Seen by many as a visionary metaphor for the battle between good and evil, or even for civilization in Africa.
The original text
Written in the form of an epic Greek verse play, this work tells the story of
Translations and adaptations
Translated into English by Antony Dawes (1968), into German by W.A. Kellner (1970), into Kwanyama by Paavo Hasheela (1982), the radio version translated into Zulu, Southern Sotho, Northern Sotho and Xhosa by various SABC broadcasters (1980s).
The poem has seen many adaptations over the years, in such diverse forms as visual art, music, dance, prose, theatre, radio and film. Here we only consider the stage, radio and film versions. (For more information on other forms, see for example van Koller and Van Jaarsveld, 2010)
The first known performance appears to be a ballet put on in Amsterdam in the 1950s to the music of Igor Stravinsky’s Rite of spring (1913), but in many ways the most notable version was perhaps Frank Staff's seminal ballet (1967), which has been re-choreographed to Staff's original choreography a few times by Veronica Paeper (1999, 2004). It proved to be such a success that it was soon made into a film that was distributed worldwide by Twentieth Century Fox.
Other adaptations include a "radiophonic drama" by Graham Newcater (1967), a radio version by Truida Pohl and various AQfrican-language translators (SABC, 1989), a dansteater ("dance theatre") piece by Anton van Niekerk (KKNK, 1999) and even a flower-arrangement and performed version of the epic poem by the Gariepdam Amateur-toneelgeselskap (2005).
While Raka was written in the dramatic form of a Greek tragedy, it has never actually been performed as written. However, the text has been seen in a variety of adapted forms in the country. Often simply as a dramatised verse reading or perfomance by a single narrator, it has also been a particularly popular source of inspiration for physical theatre performers and dancers. In a way each performance actually constitutes a new play text. So they are discussed individually below.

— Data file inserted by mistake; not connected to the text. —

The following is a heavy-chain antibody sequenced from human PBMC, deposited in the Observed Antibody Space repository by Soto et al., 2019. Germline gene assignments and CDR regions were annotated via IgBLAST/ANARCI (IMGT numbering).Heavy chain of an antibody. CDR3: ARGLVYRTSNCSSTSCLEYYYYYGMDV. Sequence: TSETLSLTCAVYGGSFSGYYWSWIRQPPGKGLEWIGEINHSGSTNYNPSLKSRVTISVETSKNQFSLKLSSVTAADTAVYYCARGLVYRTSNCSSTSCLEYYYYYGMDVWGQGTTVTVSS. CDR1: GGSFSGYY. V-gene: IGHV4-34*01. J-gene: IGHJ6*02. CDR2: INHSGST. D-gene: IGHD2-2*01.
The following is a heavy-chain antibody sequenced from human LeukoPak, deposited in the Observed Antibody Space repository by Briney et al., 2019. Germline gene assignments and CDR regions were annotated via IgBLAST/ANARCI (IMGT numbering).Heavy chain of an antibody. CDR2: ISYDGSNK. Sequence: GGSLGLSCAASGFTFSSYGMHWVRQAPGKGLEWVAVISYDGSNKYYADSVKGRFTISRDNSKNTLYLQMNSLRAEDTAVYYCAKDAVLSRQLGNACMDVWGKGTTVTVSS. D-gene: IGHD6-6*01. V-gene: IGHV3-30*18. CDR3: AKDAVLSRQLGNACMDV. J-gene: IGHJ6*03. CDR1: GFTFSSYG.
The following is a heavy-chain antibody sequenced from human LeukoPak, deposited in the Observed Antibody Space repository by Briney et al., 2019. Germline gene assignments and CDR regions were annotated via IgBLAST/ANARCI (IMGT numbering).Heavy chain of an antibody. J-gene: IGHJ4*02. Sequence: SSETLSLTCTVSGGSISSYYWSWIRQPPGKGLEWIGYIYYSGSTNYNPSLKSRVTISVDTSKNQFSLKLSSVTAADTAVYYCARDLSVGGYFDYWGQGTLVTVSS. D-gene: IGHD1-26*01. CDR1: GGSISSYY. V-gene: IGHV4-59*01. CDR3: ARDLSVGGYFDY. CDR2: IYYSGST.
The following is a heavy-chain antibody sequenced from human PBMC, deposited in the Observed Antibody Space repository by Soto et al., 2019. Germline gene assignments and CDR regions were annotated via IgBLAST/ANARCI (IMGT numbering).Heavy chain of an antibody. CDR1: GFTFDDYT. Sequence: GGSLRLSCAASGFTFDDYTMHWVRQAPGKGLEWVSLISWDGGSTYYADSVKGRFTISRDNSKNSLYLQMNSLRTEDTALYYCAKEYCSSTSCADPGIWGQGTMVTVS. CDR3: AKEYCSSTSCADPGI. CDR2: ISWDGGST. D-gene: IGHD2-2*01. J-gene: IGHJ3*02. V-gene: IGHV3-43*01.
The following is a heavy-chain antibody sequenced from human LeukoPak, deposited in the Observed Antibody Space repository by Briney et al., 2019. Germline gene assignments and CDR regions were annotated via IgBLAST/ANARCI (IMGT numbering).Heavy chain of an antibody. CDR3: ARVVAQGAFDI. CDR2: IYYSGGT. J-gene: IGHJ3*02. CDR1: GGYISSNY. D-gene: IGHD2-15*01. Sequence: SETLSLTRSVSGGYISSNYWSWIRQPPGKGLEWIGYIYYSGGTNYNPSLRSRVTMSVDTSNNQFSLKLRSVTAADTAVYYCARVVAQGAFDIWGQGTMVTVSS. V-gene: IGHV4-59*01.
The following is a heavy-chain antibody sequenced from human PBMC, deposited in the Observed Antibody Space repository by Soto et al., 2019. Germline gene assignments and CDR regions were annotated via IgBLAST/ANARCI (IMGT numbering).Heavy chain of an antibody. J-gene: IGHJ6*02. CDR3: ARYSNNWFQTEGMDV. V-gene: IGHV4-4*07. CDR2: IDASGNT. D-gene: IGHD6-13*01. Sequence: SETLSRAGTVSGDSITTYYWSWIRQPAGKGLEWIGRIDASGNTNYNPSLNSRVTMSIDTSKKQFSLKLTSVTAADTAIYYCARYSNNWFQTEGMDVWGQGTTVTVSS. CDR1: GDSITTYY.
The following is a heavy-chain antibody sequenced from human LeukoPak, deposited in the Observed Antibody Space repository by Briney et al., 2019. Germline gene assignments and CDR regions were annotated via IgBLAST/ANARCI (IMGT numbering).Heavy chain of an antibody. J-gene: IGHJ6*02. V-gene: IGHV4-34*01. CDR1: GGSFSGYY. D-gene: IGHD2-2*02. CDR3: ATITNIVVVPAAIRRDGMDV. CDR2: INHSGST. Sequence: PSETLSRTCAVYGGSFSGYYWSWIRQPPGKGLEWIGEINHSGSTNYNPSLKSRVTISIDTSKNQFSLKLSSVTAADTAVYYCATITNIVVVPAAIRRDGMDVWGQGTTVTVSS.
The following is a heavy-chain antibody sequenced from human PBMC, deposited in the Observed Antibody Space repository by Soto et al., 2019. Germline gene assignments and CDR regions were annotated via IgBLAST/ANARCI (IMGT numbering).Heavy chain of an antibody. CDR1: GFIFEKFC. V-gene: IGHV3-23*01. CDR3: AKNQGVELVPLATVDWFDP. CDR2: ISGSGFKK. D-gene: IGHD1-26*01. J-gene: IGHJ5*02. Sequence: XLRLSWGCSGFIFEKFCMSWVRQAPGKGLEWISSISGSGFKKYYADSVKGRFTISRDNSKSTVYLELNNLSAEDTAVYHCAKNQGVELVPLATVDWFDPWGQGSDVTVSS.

1967: Ballet-variasie, Franks Staff and Graham Newcater.
1988: Raka - die Musical, André Letoit (ongepubliseerd)
1992: Raka, Niel le Roux (ongepubliseerd).
2004: Ballet tydens die KKNK deur die Kaapstadse Stadsballet opgevoer met Frank Staff as choreograaf.
Raka - The Ballet
In many ways the most notable version was perhaps Frank Staff's seminal ballet (1967), set to a score by Graham Newcater and the harbinger of a truly South African tradition in ballet. Raka proved such a success that it was soon made into a film that was distributed worldwide by Twentieth Century Fox.
Performed many times in various ways by a range of companies thereafter, including the George Arts Festival (2001, with Christo Davids), the Cape Town City Ballet and Artscape (choreographed by Veronica Paeper, KKNK, 2010), . Staff's choreography recreated by Veronica Paeper and performed at the KKNK in 2010.
Radio versions in Afrikaans and in the African languages
Die uiteindelike vertalings is in prosavorm alhoewel enkele gedeeltes ook in digvorm vertaal is. Tipies van die inheemse (swart) kultuur in Suid-Afrika is daar heelwat liedere vir solostem, manne-, vroue- en kinderkore daarin opgeneem. Musiek vir die liedere is deur P.J. Simelane,
Raka by Niel le Roux (1992)
A (one act?) stage adaptation by Niel le Roux. Unpublished.
Raka – Die Musical ("Raka - The Musical") is a radical adaptation set in the apartheid years, in the era of P. W. Botha, the state of emergency and the struggle, supporting the anti-Apartheid vision of the ANC. Not formally published, though an acting edition was published by DALRO. As far as is known it has not yet been performed. He later published a thriller called Raka die roman ("Raka: The novel") under the name Koos Kombuis (Human and Rousseau, 2006).
Return to R
Return to South African Theatre Plays
Return to Main Page